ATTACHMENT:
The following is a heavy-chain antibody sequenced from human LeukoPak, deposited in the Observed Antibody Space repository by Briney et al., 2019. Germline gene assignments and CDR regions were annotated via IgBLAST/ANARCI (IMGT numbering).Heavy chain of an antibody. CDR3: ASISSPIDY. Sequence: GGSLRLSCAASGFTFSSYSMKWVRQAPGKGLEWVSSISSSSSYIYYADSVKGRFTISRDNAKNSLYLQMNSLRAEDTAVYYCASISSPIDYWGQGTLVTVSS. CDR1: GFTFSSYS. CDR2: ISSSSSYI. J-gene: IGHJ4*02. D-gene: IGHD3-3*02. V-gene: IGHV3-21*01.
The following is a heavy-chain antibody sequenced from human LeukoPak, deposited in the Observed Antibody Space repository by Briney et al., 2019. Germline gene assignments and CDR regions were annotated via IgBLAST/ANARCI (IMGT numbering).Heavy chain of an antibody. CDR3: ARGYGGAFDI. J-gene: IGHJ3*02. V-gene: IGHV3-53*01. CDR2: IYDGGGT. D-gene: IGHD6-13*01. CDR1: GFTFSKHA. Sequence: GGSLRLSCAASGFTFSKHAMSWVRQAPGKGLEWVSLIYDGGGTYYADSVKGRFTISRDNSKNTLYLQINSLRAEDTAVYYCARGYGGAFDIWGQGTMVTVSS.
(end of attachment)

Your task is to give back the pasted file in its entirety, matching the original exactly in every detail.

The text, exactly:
The following is a heavy-chain antibody sequenced from human LeukoPak, deposited in the Observed Antibody Space repository by Briney et al., 2019. Germline gene assignments and CDR regions were annotated via IgBLAST/ANARCI (IMGT numbering).Heavy chain of an antibody. CDR3: ASISSPIDY. Sequence: GGSLRLSCAASGFTFSSYSMKWVRQAPGKGLEWVSSISSSSSYIYYADSVKGRFTISRDNAKNSLYLQMNSLRAEDTAVYYCASISSPIDYWGQGTLVTVSS. CDR1: GFTFSSYS. CDR2: ISSSSSYI. J-gene: IGHJ4*02. D-gene: IGHD3-3*02. V-gene: IGHV3-21*01.
The following is a heavy-chain antibody sequenced from human LeukoPak, deposited in the Observed Antibody Space repository by Briney et al., 2019. Germline gene assignments and CDR regions were annotated via IgBLAST/ANARCI (IMGT numbering).Heavy chain of an antibody. CDR3: ARGYGGAFDI. J-gene: IGHJ3*02. V-gene: IGHV3-53*01. CDR2: IYDGGGT. D-gene: IGHD6-13*01. CDR1: GFTFSKHA. Sequence: GGSLRLSCAASGFTFSKHAMSWVRQAPGKGLEWVSLIYDGGGTYYADSVKGRFTISRDNSKNTLYLQINSLRAEDTAVYYCARGYGGAFDIWGQGTMVTVSS.